COMPARISON OF TWO LEADERS:
POWER GAINED AND LOST (CP8)
The words in this case are primarily taken directly from the sources in the bibliography. I make no claim of originality, other than selecting excerpts and weaving them into a case. It would interfere with the use of the case to clutter it with hundreds of footnotes, so they were not included. The case is intended to illustrate two contrasting leadership styles (of Henry Ford and Alfred P. Sloan, Jr.) and some of their effects at pivotal times in the life of two prominent companies (Ford Motor Company and General Motors). Actually, we could speak of three contrasting leadership styles. While Sloan(s style seems quite consistent over his life, Ford operated rather differently in the 1920s and 1930s than he did prior to this - although core elements of his leadership style are present throughout both periods. Please note the questions at the end.
Ford to 1920
Henry Ford was born on a farm near Dearborn, Michigan on 30 July 1863, one of eight children in an undistinguished family. He died at his Detroit home on 7 April 1947. He was educated in the local public school, where he learned mathematics and also a little reading and writing. Barely literate when he finished school in 1879, he was fascinated by machinery and determined to find work as a mechanic. At the age of sixteen he apprenticed at Flower Brothers Machine Shop in Detroit, and later at the Detroit Drydock Company; he also took a part-time job as a watch repairman. Returning home in 1882, Ford first set up a small machine shop and later took a job with Westinghouse as a district engineer. In 1888 he married Clara Bryant; they had one son, Edsel Bryant Ford, in 1893 - by which time he was chief engineer for the Chicago area with the Edison Illuminating Company. By the 1890s invention fever was sweeping the United States. Ford(s simple design for a transmission led to his development of a working automobile in 1896. Ford promptly sold it to raise capital for further experiments, and continued to make and sell experimental prototypes in this fashion for some years. In 1899, with capital provided by a Detroit lumber dealer, Ford established the Detroit Automobile Company and resigned from Edison to become the new firm(s superintendent in charge of production. This first attempt by Ford at producing motor cars on a commercial basis was a total failure, largely because Ford knew nothing about production and managed to make only a handful of cars. Undeterred, Ford and his backers tried again, setting up the Henry Ford Company in 1900. Again, few cars were actually built, but one of these proved to be a very successful racing car. Ford became suddenly enthusiastic about motor racing and neglected his business, and accordingly was fired from the Henry Ford Company in 1902. His racing car triumphs under his belt, Ford seems to have gone back to his original plan, which was to build cheap, efficient cars that could be sold widely on an affordable basis. With fresh backing, Ford established the Ford Motor Company in Detroit in June 1903. Ford provided the engineering and production knowledge, and was appointed vice-president and general manager. The new company was almost immediately embroiled in a patent suit with the Association of Licensed Automobile Manufacturers (ALAM), backed by rivals such as Packard and Olds Motor Company, which claimed to have sole rights to manufacture gasoline-powered automobiles. Ford, who had earlier applied to join ALAM and been turned down, decided to fight the suit. He eventually won his case in 1911; in the meantime, typically, Ford continued on with his own plans as though the problem did not exist. Ford went ahead with the development of the Model N, a cheap runabout that went on sale in 1906 for $600. To cut costs, Ford began a policy of vertical integration by taking over some of his main suppliers. Ford acquired the services of yet another...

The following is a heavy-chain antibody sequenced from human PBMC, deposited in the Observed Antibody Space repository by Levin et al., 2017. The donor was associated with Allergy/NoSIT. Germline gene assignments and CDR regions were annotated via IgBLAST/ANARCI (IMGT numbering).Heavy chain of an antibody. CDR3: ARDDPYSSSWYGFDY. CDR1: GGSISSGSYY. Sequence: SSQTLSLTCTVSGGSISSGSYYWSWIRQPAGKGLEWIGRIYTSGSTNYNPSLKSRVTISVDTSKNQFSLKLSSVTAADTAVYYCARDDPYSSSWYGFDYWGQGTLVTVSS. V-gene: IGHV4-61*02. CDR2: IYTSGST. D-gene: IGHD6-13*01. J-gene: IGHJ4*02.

Bibliography: Burlinghame, R. (1949). Backgrounds of power: The human story of mass production. New York: Charles Scribner(s Sons.
Chandler, Alfred D., Jr. (1977). The visible hand: The managerial revolution in American business. Cambridge, MA: Harvard University Press.
Chandler, Alfred D., Jr. (1990). Scale and scope: The dynamics of industrial capitalism. Cambridge, MA: Harvard University Press.
Chandler, Alfred D., Jr. & Salsbury, Stephen (1971). Pierre S. Du Pont and the making of the modern corporation. New York: Harper & Row.
Farber, David (2002). An interview with David Farber Oct. 2002 (author of Sloan Rules: Alfred P. Sloan and the Triumph of General Motors). Downloaded 1/08/06 from
Ford, H. (1929). My philosophy of industry. London: Harrap.
Ford, H. and Crowther, S. (1922). My life and work. New York: Doubleday.
Ford, H. and Crowther, S. (1926). Today and tomorrow. New York: Garden City.
Ford, H. and Crowther, S. (1930). My friend Mr. Edison. London: Ernest Benn.
Ford, H. and Crowther, S. (1931). Moving forward. New York: Garden City.
Gardner, Howard (1995). Leading minds: An anatomy of leadership. NY: Basic Books.
McCraw, Thomas K. (ed) (1988). The essential Alfred Chandler: Essays toward a historical theory of big business. Boston: Harvard Business School Press.
Nevins, A.N. and Hill, F.E. (1954) Ford: The times, the man, the company. New York: Charles Scribner(s Sons.
Nevins, A.N. and Hill, F.E. 1957). Ford: Expansion and challenge, 1915(1933. New York: Charles Scribner(s Sons.
Nevins, A.N. and Hill, F.E. (1962). Ford: Decline and rebirth. New York: Charles Scribner(s Sons.
Sorenson, C. and Williamson, S.T. (1957). Forty years with Ford. London: Jonathan Cape.
Sward, K. (1948). The legend of Henry Ford. New York: Rinehart.
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